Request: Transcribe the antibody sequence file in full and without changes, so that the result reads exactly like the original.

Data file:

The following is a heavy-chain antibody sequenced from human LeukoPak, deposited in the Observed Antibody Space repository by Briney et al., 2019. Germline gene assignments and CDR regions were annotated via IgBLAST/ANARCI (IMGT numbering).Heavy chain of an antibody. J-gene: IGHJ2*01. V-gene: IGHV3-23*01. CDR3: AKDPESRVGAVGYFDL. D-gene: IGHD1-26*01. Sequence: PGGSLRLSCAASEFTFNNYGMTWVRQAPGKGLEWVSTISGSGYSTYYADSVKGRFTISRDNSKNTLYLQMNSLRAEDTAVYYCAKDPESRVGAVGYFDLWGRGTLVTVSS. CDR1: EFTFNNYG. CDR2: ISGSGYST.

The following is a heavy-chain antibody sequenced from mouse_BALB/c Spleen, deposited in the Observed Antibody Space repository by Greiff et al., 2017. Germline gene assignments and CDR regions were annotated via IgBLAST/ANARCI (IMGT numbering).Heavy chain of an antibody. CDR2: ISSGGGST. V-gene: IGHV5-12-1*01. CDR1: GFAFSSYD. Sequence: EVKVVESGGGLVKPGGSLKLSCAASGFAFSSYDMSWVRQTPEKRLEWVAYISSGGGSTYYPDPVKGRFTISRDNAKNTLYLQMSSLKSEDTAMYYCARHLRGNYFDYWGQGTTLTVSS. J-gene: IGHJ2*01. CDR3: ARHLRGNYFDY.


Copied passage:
The following is a heavy-chain antibody sequenced from human LeukoPak, deposited in the Observed Antibody Space repository by Briney et al., 2019. Germline gene assignments and CDR regions were annotated via IgBLAST/ANARCI (IMGT numbering).Heavy chain of an antibody. J-gene: IGHJ2*01. V-gene: IGHV3-23*01. CDR3: AKDPESRVGAVGYFDL. D-gene: IGHD1-26*01. Sequence: PGGSLRLSCAASEFTFNNYGMTWVRQAPGKGLEWVSTISGSGYSTYYADSVKGRFTISRDNSKNTLYLQMNSLRAEDTAVYYCAKDPESRVGAVGYFDLWGRGTLVTVSS. CDR1: EFTFNNYG. CDR2: ISGSGYST.

The following is a heavy-chain antibody sequenced from mouse_BALB/c Spleen, deposited in the Observed Antibody Space repository by Greiff et al., 2017. Germline gene assignments and CDR regions were annotated via IgBLAST/ANARCI (IMGT numbering).Heavy chain of an antibody. CDR2: ISSGGGST. V-gene: IGHV5-12-1*01. CDR1: GFAFSSYD. Sequence: EVKVVESGGGLVKPGGSLKLSCAASGFAFSSYDMSWVRQTPEKRLEWVAYISSGGGSTYYPDPVKGRFTISRDNAKNTLYLQMSSLKSEDTAMYYCARHLRGNYFDYWGQGTTLTVSS. J-gene: IGHJ2*01. CDR3: ARHLRGNYFDY.